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Towards Implementing Free Will - Bruce Edmonds

7 Co-evolution

The next important step is to situate the above elaborated model of strategy development in a society of competitive peers. The development of free-will only makes sense in such a setting, for if there are not other active entities who might be predicting your action there would be no need for anything other than a reactive cognition. This observations fits in with the hypothesis that our cognitive faculties evolved in our species due to a selective pressure of social origin

Thus we have a situation where many agents are each evolving their models of their world (including of each other) as well as their strategies. The language that these strategies are limited to must be sufficiently expressive so that it includes strategies such as: attempting to predict another's action and doing the opposite; evaluating the success of other agents and copying the actions of the one that did best; and detecting when another agent is copying one's own actions and using this fact to do what would help you. Thus the language has to have `hooks' that refer to ones own actions as well as to other's past actions and their results.circumstances such as these it has been observed that agents can spontaneously differentiate themselves by specialising in different styles of strategies [5]. It is also not the case that just because these agents are competing that they ignore each other. Such a co-evolution of strategy (when open-ended and resource limited) can result in the intensive use of the actions of others as inputs to their own deliberation, but in a way that is unpredictable to the others [6]. So that the suggested structure for agent free-will can include a high level of social embedding.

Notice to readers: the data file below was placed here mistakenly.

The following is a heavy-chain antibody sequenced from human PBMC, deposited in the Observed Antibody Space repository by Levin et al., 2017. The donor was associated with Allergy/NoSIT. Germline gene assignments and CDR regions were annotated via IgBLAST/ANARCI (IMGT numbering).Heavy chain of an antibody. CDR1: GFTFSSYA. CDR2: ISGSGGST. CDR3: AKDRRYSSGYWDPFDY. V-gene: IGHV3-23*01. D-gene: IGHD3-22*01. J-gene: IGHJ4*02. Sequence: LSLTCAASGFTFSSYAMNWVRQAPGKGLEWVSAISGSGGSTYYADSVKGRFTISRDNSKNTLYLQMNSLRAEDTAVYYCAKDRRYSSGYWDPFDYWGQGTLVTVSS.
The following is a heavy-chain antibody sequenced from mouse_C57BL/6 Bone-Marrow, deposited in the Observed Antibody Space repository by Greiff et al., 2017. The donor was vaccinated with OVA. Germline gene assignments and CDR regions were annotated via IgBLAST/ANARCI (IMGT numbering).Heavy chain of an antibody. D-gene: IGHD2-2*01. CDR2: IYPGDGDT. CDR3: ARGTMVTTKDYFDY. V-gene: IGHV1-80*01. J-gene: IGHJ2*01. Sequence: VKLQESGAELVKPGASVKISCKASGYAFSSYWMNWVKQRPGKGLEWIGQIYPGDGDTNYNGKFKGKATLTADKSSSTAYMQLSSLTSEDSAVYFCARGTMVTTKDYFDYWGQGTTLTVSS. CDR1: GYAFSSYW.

Towards Implementing Free Will - Bruce Edmonds - 16 MAR 0
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